Roadmap for Sustainable Biofuels / Bioenergy in Southern Africa - Programme régional sur la sécurité énergétique et le changement climatique en Afrique subsaharienne
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Book Launch – `Roadmap for Sustainable Biofuels / Bioenergy in Southern Africa: Regulatory Frameworks for Improved Development Potential?`
“Roadmap for Sustainable Biofuels / Bioenergy in Southern Africa: Regulatory Frameworks for Improved Development Potential?”, is the name of the book that was launched on Tuesday, 2 May 2017 at the University of Johannesburg. The book is the outcome of an expert roundtable in 2015, which was organized by the University of Stellenbosch Development and Rule of Law Programme (DROP) and the Konrad-Adenauer-Foundation (KAS). The book focuses on the scientific, political and legal aspects of sustainable biofuels and bioenergy for Sub-Saharan Africa.
Energy independence is playing a growing role in politics, especially in the area of security, peace and stability worldwide. All eyes are on Africa, as it is the continent with the most “under-utilized” agricultural lands on earth. Keeping in mind the high pace of urbanization and population growth in Africa, development of new and sustainable energies are a growing need. Many studies have shown the growing need to produce cleaner energy and to stop climate change. Agenda 21, the Kyoto Protocol and other international agreements and determining national policy documents, emphasize the need to search for sustainable energy solutions and replace fossil fuels with renewable energy sources. Biofuels could increasingly become part of a sustainable solution to a wide range of challenges – environmental sustainability in the face of climate change, energy security, rising geographical instability and increasing greenhouse gas (GHG) emissions.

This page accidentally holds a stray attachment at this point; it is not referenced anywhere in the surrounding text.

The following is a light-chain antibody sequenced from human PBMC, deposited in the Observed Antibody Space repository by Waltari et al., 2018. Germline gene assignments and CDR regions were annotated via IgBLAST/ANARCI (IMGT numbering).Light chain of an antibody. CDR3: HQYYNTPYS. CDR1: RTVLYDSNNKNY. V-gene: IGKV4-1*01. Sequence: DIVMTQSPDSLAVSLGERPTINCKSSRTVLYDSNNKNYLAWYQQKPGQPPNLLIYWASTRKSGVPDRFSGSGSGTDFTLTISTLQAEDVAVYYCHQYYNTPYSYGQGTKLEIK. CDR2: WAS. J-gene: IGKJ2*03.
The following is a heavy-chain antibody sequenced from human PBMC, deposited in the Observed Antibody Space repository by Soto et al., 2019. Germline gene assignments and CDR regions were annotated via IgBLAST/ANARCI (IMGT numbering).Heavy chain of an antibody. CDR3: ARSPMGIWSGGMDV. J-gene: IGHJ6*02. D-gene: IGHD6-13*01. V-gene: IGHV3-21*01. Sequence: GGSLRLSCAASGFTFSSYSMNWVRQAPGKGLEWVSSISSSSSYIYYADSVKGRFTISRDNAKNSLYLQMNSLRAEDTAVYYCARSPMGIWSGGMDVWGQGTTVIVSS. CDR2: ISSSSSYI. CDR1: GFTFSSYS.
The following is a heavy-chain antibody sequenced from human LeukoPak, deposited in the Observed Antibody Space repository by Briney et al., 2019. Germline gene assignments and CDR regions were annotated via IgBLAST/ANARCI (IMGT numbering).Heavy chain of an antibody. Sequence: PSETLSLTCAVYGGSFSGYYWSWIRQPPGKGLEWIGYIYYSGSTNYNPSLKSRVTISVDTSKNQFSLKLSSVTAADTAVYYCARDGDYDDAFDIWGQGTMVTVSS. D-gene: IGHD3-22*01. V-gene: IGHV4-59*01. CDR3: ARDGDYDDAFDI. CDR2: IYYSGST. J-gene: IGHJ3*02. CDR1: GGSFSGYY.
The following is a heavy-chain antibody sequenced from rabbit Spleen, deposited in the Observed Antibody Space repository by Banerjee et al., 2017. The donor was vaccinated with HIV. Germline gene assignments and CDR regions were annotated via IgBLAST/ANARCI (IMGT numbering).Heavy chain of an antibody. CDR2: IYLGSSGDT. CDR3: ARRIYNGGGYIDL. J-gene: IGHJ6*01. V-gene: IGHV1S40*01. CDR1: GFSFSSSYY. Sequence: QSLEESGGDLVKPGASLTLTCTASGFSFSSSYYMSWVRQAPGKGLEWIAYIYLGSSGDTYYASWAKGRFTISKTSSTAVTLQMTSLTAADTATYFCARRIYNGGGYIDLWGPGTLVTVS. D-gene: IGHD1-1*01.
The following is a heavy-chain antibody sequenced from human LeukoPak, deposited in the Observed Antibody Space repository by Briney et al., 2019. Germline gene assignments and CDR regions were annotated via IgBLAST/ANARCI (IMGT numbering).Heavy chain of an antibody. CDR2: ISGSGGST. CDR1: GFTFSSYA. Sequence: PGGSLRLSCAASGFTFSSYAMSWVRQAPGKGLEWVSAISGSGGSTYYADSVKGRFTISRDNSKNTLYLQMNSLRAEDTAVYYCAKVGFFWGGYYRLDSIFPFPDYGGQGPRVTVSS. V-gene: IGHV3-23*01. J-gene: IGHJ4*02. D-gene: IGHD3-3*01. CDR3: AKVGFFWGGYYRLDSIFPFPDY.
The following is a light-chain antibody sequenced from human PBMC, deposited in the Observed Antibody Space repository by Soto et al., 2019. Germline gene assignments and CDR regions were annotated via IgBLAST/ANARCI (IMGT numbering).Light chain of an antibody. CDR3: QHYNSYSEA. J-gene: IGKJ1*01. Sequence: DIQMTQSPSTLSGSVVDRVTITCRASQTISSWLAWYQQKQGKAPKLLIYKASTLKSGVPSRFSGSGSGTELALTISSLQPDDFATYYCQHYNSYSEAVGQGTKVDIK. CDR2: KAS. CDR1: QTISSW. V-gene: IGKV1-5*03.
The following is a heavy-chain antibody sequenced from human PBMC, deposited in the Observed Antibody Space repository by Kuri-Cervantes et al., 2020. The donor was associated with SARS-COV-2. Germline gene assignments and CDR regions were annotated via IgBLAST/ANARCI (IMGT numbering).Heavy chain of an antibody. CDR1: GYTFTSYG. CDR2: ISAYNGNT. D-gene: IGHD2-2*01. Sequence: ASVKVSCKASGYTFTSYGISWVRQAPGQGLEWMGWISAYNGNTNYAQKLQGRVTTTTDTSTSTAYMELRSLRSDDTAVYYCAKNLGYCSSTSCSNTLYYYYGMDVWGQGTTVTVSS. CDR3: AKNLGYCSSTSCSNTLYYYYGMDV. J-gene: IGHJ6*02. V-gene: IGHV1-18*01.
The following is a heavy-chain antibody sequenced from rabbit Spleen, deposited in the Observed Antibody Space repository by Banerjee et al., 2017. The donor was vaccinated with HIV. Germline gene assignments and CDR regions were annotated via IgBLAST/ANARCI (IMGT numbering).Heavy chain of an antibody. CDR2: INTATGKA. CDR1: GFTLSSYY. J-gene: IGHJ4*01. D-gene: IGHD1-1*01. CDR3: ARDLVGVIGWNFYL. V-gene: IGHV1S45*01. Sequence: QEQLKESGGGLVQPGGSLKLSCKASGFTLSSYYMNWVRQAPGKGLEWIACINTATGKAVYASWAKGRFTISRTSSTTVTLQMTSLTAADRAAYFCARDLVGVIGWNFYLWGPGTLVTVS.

The book “Roadmap for Sustainable Biofuels / Bioenergy in Southern Africa: Regulatory Frameworks for Improved Development Potential?” gives an overview of the scientific background of bioenergy and takes a critical look at possible risk factors for the environment and society by biofuel plants. A closer look is taken at the “socio-enviro-economic” impacts of biofuels with a focus on southern Africa. Furthermore the book provides a background on biofuel regulations from a comparative law perspective. The book aims to outline the potential to develop biofuels as one solution for climate change, energy security and socio-economic challenges.
KAS country director Henning Suhr and Professor Ruppel, initiator and coordinator of the book, held the opening remarks of the book launch in Johannesburg. Mr. Ruppel gave an insight into the different perspectives on biofuels that are taken in the book. People from different disciplines – Law experts, biologists, renewable energy scientists – have come together, to show the area of tension in the context of global challenges, renewable energies, especially biofuels lay in. Alan Brent, one of the authors from the Centre for Renewable and Sustainable Energy Studies (CRSES), stressed out the importance of unifying the different disciplines. When looking at energy production through biofuels, food security, land capacity, water resources and social structures are crucial subjects to consider.
Khulekani Moyo from the Mandela Institute and John Kesi from the Faculty of Science, University of Johannesburg were invited as respondents and gave the audience further understandings of the subject. Dr. Thembakazi Mali from the South African National Energy Development Institute (SANEDI), gave an overview on the current development of renewable energies in South Africa, as she had taken part in the roundtable in 2015 already.
The dialogue was opened to the audience and a lively discussion between authors, experts, lecturers and students expanded to the interdisciplinary field around biofuels.